|Reni Desmiarti||Departement of Chemical Engineering Department, Faculty of Industrial Technology, Bung Hatta University, Padang 25147, Indonesia|
|Munas Martynis||Departement of Chemical Engineering Department, Faculty of Industrial Technology, Bung Hatta University, Padang 25147, Indonesia|
|Yenni Trianda||Departement of Chemical Engineering Department, Faculty of Industrial Technology, Bung Hatta University, Padang 25147, Indonesia|
|Fusheng Li||River Basin Research Center, Gifu University, 1-1 Yanagido, Gifu 501-1193, Japan|
|Toshiro Yamada||Department of Civil Engineering Department, Faculty of Engineering, Gifu University, 1-1 Yanagido, Gifu 501-1193, Japan|
Phenol adsorption by granular activated carbon from coconut shell was studied in batch experiments under various initial phenol concentrations. Adsorption equilibrium was reached within 4 hours. The characteristics of the phenol adsorption process onto granular activated carbon from coconut shell were studied by adsorption isotherm modeling, analysis that uses fluorescence spectroscopy, in addition to measuring nanoparticle size and volume distribution by a Zetasizer Nano. The Langmuir isotherm model best fits the phenol adsorption onto granular activated carbon from coconut shell, and the maximum adsorption capacities for unsterilized and sterilized types were found to be 17.54 mg/g and 13.70 mg/g, respectively. The excitation-emission matrix results showed that the humic-like substance’s peaks almost completely disappear post-adsorption. It was also found that the nanoparticle size distribution shifted from ranges of 0.72–1.74 nm in raw water to 45.66–726.73 nm and 57.08–1068.47 nm post-adsorption in unsterilized and sterilized water samples, respectively, suggesting that phenol adsorption had occurred. This study shows that low-cost coconut shell–based activated carbon demonstrated good removal capability and hence can be used as a new adsorbent material on large scale.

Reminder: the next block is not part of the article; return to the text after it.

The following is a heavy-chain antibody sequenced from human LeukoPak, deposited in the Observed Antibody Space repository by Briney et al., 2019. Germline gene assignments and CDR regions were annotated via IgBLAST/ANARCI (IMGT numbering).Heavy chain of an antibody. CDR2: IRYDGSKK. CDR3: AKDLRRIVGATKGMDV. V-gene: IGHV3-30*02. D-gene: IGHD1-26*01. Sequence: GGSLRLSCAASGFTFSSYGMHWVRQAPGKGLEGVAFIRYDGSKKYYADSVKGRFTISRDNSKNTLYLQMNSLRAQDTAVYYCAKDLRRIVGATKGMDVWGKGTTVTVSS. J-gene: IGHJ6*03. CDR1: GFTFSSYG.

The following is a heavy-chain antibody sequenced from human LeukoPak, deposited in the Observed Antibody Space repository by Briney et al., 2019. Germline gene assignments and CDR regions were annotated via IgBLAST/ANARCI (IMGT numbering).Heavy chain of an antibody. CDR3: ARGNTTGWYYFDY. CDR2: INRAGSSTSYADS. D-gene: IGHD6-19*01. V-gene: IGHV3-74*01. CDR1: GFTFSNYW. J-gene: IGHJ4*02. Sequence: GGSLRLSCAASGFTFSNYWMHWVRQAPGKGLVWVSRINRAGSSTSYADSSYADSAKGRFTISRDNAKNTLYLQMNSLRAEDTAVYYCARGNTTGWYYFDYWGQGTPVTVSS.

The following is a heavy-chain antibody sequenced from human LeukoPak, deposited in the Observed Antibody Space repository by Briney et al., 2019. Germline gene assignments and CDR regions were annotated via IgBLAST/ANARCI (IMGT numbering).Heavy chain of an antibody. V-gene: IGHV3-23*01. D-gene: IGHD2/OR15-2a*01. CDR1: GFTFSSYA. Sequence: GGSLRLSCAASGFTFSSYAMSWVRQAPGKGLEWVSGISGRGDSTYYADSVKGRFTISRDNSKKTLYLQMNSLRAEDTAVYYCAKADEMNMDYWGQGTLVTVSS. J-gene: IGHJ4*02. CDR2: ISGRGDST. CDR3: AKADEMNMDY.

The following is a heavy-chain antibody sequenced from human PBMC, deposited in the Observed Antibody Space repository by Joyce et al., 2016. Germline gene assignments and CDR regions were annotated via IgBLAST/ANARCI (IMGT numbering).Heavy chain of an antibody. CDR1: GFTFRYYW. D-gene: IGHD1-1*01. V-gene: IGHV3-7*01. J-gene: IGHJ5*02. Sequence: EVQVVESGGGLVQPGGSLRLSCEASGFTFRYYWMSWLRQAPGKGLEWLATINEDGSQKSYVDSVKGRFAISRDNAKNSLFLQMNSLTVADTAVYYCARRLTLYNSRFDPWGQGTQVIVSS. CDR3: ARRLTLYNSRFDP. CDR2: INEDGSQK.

Adsorption; Coconut shell; EEMs; Nanoparticle; Phenol
Phenolic compounds have high toxic materials in various aquatic environments. Phenols are widely used as raw materials in the manufacturing of a variety of industrial products, such as coal processing, paint, pesticides, and pharmaceuticals (Ocampo-Perez et al., 2011). They are considered one of the priority pollutants in wastewater because they are harmful to organisms, even at low concentrations (Petrie et al., 2015; Sophia & Lima, 2018). Because of phenolic compounds’ toxicities, the United States Environmental Protection Agency (US EPA) and the European Union have targeted phenolic compounds as important micro pollutants in water environments.
The limit of phenol is 0.1 mg l-1 in the effluent of wastewater treatment plants to defend against negative human health effects (Balasubramanian & Venkatesan, 2012). The limit of phenol concentration in drinking water is 0.001 mg l-1 as regulated by the World Health Organization (WHO) (Rivera-Utrilla et al., 2013).